By the time we arrive in Paucartambo it is nearing midnight. We just want to find a hostel and get the skinny on how to get to Tres Cruces, the place with the amazing sunrises.
We find a hostel/hair cutting place. There are actually still wet hair cuttings on the floor of the entryway. We explain to the clerk/hairstylist that we want to go to Tres Cruces to see the sunrise. She looks at us sort of funny, shrugs her shoulders and begins her schpiel. The taxi leaves around 3:30 in the morning and the cost is 100 soles for the cab to transport us there, wait for two hours and then drive us back. Taxi? I explain that we don’t need the extravagance of a cab and are really just looking for a bus to take us there. We could hang out in Tres Cruces for the day if we needed to. She looks at us funny again.
After I ask the same question four times, I finally realize that Tres Cruces is not a town or a village. It is a lookout point only. There is nothing there. No town, no village and no busses to get there. The clerk assures us that there will be lots of clouds and most likely no amazing sunrise. She does, however, show us a wall calendar with a golden picture of the three-sunrise optical illusion that only occurs in June and July. Yeah, most of the time I skip using a guidebook, or else I might know these things – but the trip would also be a lot more boring. I crave the ups and downs of self-exploration.
But we decided that dammit, we came all this way in a rusted tin can of a bus, bouncing around on dangerous, rocky roads for eight hours to do one thing – go to Tres Cruces – and nothing, not even clouds obscuring that magical rising sun was going to stop us. We hired the cab. After a couple hours of sleep and we get into the cab at 3:30 in the morning and head off, Matt with the hostel’s pillow and blanket in hand.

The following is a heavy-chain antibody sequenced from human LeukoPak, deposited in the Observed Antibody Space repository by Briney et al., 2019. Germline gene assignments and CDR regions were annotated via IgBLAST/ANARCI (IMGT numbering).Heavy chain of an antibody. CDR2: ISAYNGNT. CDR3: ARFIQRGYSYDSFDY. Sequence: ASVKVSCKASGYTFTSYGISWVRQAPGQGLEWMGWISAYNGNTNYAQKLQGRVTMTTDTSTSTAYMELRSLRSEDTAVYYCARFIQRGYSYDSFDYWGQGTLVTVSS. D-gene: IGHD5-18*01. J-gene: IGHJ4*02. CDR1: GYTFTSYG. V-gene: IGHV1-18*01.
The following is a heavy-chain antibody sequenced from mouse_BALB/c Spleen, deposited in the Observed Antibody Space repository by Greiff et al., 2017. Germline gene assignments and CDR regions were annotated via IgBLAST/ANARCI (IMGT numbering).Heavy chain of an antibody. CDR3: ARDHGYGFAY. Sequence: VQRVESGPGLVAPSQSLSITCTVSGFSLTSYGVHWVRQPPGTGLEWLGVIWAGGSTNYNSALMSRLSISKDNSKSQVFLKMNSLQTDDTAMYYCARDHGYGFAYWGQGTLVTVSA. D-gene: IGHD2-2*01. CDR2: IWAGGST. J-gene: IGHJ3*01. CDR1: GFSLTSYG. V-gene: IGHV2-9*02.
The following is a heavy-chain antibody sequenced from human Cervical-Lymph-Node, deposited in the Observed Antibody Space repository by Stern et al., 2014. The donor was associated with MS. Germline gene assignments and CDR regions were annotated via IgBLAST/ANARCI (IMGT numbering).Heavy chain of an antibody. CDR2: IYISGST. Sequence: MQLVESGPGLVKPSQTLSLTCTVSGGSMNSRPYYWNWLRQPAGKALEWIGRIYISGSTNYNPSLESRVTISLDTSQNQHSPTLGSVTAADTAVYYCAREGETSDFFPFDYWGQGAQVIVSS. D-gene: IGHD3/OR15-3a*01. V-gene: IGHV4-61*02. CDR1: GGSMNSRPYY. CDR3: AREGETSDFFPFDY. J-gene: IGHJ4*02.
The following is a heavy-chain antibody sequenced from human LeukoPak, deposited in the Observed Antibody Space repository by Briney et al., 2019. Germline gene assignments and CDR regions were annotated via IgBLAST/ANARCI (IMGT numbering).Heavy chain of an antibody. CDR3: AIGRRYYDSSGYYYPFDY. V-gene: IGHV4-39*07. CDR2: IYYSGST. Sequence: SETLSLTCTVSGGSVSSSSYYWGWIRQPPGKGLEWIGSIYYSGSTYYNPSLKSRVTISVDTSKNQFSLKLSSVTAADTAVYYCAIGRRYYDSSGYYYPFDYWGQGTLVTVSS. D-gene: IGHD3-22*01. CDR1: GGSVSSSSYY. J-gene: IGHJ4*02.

We are pretty much delirious from bad planning and lack of sleep. We just laugh at the ridiculousness of our journey and decide to have a blast anyway. The cab drives at approximately
It is still the dead of night when we finally get to the Tres Cruces area, where our drivers stop at an abandoned security shed so we can pay the ten sole park fee. They bang on the darkened door, but no one answers. We drive onward, to another park ranger building. The driver’s partner gets out of the car and pounds on the door for a few minutes, until a sleepy-eyed ranger opens the door. He explains that some people want to go to Tres Cruces. The ranger shakes his head and demands a 50 sole fee to walk to the gate and open it so the cab could drive through.
“So, I guess no one comes here during this time of the year?” I ask the driver.
And just like an American with attitude would shrug his shoulders as if to imply that my question was ridiculous, the driver says in an incredulous tone, “No, nadie!” No, you crazy gringa, no one comes here in April!
The driver himself gets out of the car and talks the ranger into walking down to open the gate so we can get through. We drive down a neglected path for about another half hour. When we finally get to the coveted overlook spot, Matt and I laugh together as we stand on the simple concrete slab while freezing in the pre-morning light. We watch the clouds lighten and cackled to one another, “No, nadie!” every once in awhile.
But just knowing that we were standing on the lip of a mountain that plunges down over